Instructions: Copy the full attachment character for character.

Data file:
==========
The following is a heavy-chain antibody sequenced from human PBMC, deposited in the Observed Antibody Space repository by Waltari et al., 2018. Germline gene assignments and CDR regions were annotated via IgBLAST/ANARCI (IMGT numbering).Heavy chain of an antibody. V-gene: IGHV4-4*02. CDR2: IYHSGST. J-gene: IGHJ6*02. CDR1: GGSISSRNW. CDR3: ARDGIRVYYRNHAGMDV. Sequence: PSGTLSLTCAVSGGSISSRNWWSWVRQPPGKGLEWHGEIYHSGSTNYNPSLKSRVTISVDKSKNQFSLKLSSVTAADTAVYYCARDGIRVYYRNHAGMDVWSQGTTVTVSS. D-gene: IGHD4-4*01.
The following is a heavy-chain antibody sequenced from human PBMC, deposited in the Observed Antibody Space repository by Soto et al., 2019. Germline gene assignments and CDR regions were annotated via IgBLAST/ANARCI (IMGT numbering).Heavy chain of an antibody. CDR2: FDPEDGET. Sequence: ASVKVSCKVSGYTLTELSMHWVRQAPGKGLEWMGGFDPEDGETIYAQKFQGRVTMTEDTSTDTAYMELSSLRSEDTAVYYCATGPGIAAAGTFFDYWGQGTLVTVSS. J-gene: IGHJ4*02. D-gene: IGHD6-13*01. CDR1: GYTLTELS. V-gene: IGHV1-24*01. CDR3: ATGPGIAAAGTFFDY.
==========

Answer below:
The following is a heavy-chain antibody sequenced from human PBMC, deposited in the Observed Antibody Space repository by Waltari et al., 2018. Germline gene assignments and CDR regions were annotated via IgBLAST/ANARCI (IMGT numbering).Heavy chain of an antibody. V-gene: IGHV4-4*02. CDR2: IYHSGST. J-gene: IGHJ6*02. CDR1: GGSISSRNW. CDR3: ARDGIRVYYRNHAGMDV. Sequence: PSGTLSLTCAVSGGSISSRNWWSWVRQPPGKGLEWHGEIYHSGSTNYNPSLKSRVTISVDKSKNQFSLKLSSVTAADTAVYYCARDGIRVYYRNHAGMDVWSQGTTVTVSS. D-gene: IGHD4-4*01.
The following is a heavy-chain antibody sequenced from human PBMC, deposited in the Observed Antibody Space repository by Soto et al., 2019. Germline gene assignments and CDR regions were annotated via IgBLAST/ANARCI (IMGT numbering).Heavy chain of an antibody. CDR2: FDPEDGET. Sequence: ASVKVSCKVSGYTLTELSMHWVRQAPGKGLEWMGGFDPEDGETIYAQKFQGRVTMTEDTSTDTAYMELSSLRSEDTAVYYCATGPGIAAAGTFFDYWGQGTLVTVSS. J-gene: IGHJ4*02. D-gene: IGHD6-13*01. CDR1: GYTLTELS. V-gene: IGHV1-24*01. CDR3: ATGPGIAAAGTFFDY.